Introduction to AutoIt

Written by Mark Sanborn: Aug 8, 2008

Ever dream about automating mundane tasks? Or wish you could train you computer to do your work for you? I think we would all love to have the power of automation in our lives. With AutoIt we can easily take a boring repetitive task and automate it. AutoIt can send key strokes and mouse movements to your computer. But what makes AutoIt most useful is that it is actually a scripting language allowing If/then logic, flow control, variables and has support for PCRE (Pearl Compatible Regular Expressions). Once you create your script you can even compile it into a single .exe file.

I hope to highlight the most used functions that I used and some of the syntax, as well as get you started with some example code.

Downloading Autoit

Go ahead and head over to autoit’s website and download Autoitv3 Full Installation. You will also benefit by getting the script editor.

When you go to install the software there will be an option on how to handle .au3 files. I usually select run since there is a right click menu for editing through the SciTE editor.

The basics

Start off by making a file called MyFirstScript.au3. Then right click on it and select edit script (assuming you installed the script editor).

Then we will add our first function, MouseMove:

MouseMove(500,500,1)

Save your script with a ctrl+s and run it by double clicking your .au3 file. Did you see it? It might have been fast but you just told your computer to move the mouse to the coords 500w by 500h. The 1 at the end of the code is the speed at which your mouse travels, 1 being almost instantaneous. Go ahead try putting different values and make your mouse move around.

Comments

Comments in autoit are a bit strange. They use a semicolon.

;This function will move my mouse MouseMove(500,500,1)

Sending keystrokes

The next thing you will probably want to do is send a keystroke. To send text and keytext you will use the send() function.

send("{TAB}{ENTER}{DOWN}")

This would obviously hit the tab button, then enter, then down. By default most commands in autoit are delayed by fractions of a second because if they wernt it would be hard to distinguish between hitting a key at the same time or seperately. In this cause the tab, enter, and down would be hit one by one in less than a second. NOT at the same time. More on this later.

send("I love this site")

This code would print out, “I love this site” as if it were typed in by hand.

Sleeping

Autoit is very powerful and can execute commands too quickly if you are not careful. Most of the functions actually have a speed variable or they are default delayed by fractions of seconds to limit the chance of going to fast. The best way to slow the script down is using the sleep command.

sleep(1000)

Since the sleep function is in milliseconds, this code would hold the script from further processing for one second. 500 would be half of one second.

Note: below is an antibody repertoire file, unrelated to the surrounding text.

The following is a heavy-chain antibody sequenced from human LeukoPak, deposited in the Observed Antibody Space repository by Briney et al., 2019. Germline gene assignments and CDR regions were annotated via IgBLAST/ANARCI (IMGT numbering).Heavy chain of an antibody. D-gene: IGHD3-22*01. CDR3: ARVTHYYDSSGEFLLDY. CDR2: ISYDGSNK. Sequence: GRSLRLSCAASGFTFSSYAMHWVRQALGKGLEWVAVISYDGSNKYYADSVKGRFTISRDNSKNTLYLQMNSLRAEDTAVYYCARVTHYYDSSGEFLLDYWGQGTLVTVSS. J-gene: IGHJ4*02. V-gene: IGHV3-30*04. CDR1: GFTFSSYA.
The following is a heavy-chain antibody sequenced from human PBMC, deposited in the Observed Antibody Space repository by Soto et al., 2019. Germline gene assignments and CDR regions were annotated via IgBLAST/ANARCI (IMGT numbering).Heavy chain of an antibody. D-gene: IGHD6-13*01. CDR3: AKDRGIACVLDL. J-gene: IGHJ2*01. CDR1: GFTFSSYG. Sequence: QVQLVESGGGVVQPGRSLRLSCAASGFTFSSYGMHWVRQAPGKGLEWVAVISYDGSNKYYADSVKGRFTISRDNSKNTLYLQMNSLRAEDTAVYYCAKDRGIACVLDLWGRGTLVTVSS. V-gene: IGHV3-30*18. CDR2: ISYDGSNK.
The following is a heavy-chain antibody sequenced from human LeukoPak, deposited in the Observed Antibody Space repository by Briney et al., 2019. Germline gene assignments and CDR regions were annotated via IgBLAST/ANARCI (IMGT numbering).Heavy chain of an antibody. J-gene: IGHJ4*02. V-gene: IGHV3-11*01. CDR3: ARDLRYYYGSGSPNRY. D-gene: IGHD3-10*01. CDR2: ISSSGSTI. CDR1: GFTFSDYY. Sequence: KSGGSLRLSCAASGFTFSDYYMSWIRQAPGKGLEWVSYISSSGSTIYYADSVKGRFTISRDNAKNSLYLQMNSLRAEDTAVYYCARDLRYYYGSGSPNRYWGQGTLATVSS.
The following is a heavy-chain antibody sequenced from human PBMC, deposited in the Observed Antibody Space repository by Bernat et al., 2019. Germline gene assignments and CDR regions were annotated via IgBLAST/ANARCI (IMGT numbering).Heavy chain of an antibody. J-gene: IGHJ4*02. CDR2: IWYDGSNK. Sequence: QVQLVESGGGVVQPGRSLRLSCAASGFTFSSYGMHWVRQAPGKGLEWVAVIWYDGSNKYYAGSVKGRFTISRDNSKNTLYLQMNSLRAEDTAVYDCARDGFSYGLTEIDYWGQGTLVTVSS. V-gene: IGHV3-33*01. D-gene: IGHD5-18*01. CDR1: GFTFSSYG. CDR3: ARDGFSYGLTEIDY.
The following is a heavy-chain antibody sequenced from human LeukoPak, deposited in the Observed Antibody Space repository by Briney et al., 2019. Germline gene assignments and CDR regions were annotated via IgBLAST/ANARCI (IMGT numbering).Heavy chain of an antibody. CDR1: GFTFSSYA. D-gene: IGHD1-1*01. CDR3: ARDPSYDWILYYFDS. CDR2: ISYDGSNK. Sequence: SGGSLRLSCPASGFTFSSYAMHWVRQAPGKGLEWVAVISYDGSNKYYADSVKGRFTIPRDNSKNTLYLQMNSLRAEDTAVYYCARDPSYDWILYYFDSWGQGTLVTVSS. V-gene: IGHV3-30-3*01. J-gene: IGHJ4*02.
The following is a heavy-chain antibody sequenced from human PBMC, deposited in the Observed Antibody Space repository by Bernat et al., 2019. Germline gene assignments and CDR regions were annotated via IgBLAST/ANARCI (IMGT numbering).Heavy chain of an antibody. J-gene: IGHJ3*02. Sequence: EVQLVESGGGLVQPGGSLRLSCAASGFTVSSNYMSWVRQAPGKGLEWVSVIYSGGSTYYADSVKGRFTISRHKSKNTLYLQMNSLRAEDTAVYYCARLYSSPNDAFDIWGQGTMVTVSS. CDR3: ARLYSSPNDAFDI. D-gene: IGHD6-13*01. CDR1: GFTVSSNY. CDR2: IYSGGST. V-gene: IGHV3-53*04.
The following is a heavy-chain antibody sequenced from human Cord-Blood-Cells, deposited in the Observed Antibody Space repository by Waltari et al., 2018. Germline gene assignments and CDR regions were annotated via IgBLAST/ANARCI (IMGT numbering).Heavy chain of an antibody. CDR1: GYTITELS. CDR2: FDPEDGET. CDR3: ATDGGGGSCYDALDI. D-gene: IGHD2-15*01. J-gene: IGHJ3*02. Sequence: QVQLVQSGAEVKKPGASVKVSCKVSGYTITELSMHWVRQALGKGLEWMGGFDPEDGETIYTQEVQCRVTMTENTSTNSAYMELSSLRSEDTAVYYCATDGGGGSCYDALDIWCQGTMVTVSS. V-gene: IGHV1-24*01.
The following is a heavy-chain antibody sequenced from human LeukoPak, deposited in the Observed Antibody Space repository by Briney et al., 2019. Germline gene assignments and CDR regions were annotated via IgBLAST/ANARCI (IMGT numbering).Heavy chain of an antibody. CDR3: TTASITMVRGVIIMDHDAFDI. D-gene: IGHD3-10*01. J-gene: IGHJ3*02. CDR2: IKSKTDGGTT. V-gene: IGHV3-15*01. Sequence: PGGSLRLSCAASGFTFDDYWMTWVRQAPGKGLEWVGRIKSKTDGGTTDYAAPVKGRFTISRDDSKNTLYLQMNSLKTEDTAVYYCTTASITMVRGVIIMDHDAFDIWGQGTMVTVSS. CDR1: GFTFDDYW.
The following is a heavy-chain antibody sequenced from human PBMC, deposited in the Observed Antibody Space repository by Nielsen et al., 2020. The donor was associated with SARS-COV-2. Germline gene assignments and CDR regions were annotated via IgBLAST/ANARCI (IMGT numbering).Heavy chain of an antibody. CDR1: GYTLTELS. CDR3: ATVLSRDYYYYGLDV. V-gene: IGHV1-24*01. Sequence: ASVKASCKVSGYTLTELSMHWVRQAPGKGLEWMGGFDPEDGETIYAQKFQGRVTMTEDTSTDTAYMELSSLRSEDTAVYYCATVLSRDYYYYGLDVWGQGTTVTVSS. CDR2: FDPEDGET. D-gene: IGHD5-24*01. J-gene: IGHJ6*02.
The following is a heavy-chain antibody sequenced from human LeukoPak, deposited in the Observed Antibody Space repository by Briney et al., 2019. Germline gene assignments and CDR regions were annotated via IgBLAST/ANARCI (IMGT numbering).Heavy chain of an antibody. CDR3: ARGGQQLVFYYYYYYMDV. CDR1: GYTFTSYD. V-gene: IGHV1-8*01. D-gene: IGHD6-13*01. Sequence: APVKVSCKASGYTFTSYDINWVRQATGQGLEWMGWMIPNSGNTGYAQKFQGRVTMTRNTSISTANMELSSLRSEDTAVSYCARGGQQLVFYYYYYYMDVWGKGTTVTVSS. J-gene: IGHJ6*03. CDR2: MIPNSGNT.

If/Then

If statements are structured like this:

If $confirm == 6 Then ;Do something here Else Exit EndIf

Which brings me to my next point…

Variables

Variables in autoit are similar to php. They use the dollar sign naming convention

;Get the contents of the clipboard and put it in a string $clipboardContents = getClip()

Execute code when a shortcut is pressed

The easiest way to do this is make a never ending loop that is waiting for a specific keystroke.

#include<misc.au3> ;needed to capture keystrokes While 1 If _IsPressed("11") And _IsPressed("31") Then ;Do your movements here EndIf Wend

This snippit would execute code with the combination of ctrl+1 was pressed. You may wonder what the 11 and 31 is then. They are ascii codes.

Common keys used

BACKSPACE {BACKSPACE}, {BS}, or {BKSP} BREAK {BREAK} CAPS LOCK {CAPSLOCK} DEL or DELETE {DELETE} or {DEL} DOWN ARROW {DOWN} END {END} ENTER {ENTER}or ~ ESC {ESC} HELP {HELP} HOME {HOME} INS or INSERT {INSERT} or {INS} LEFT ARROW {LEFT} NUM LOCK {NUMLOCK} PAGE DOWN {PGDN} PAGE UP {PGUP} PRINT SCREEN {PRTSC} RIGHT ARROW {RIGHT} SCROLL LOCK {SCROLLLOCK} TAB {TAB} UP ARROW {UP} F1 {F1} F2 {F2} F3 {F3} F4 {F4} F5 {F5} F6 {F6} F7 {F7} F8 {F8} F9 {F9} F10 {F10} F11 {F11} F12 {F12} F13 {F13} F14 {F14} F15 {F15} F16 {F16}

What can you do with it?

Well, its most common usage is automating installs. When people make unattended Windows CDs they usually want to install a list of apps that they use all the time. Many times these apps have automation install flags. For example Firefox can be installed with, “start /wait setup.exe -ms -ira”.

The problem is that some programs don’t have these automation flags and some people want more control over the installation other than the defaults. This is where autoit comes in.

You can also automate pretty much anything that requires mouse and keystrokes. It might be as simple as making a script that opens up multiple programs or as complex as an auto aim bot for a video game.

I can tell you right now that you will probably get addicted to automating once you get started. I have automated tons of stuff with this already. There is just so much you can do with it.

Stay tuned for more later…

Need to print shipping labels on your site?

Checkout my product RocketShipIt for simple easy-to-use developer tools for UPS™ FedEx™ USPS™ and more.

Share: